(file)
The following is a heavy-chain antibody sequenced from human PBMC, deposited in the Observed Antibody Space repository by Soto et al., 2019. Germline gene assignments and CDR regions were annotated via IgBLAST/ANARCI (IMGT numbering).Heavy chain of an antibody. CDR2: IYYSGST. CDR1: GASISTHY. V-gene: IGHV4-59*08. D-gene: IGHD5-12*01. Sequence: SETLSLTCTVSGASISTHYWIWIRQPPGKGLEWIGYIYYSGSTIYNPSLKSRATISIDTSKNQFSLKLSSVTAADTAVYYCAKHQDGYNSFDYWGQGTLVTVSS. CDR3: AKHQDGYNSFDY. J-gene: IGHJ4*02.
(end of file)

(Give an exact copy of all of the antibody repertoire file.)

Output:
The following is a heavy-chain antibody sequenced from human PBMC, deposited in the Observed Antibody Space repository by Soto et al., 2019. Germline gene assignments and CDR regions were annotated via IgBLAST/ANARCI (IMGT numbering).Heavy chain of an antibody. CDR2: IYYSGST. CDR1: GASISTHY. V-gene: IGHV4-59*08. D-gene: IGHD5-12*01. Sequence: SETLSLTCTVSGASISTHYWIWIRQPPGKGLEWIGYIYYSGSTIYNPSLKSRATISIDTSKNQFSLKLSSVTAADTAVYYCAKHQDGYNSFDYWGQGTLVTVSS. CDR3: AKHQDGYNSFDY. J-gene: IGHJ4*02.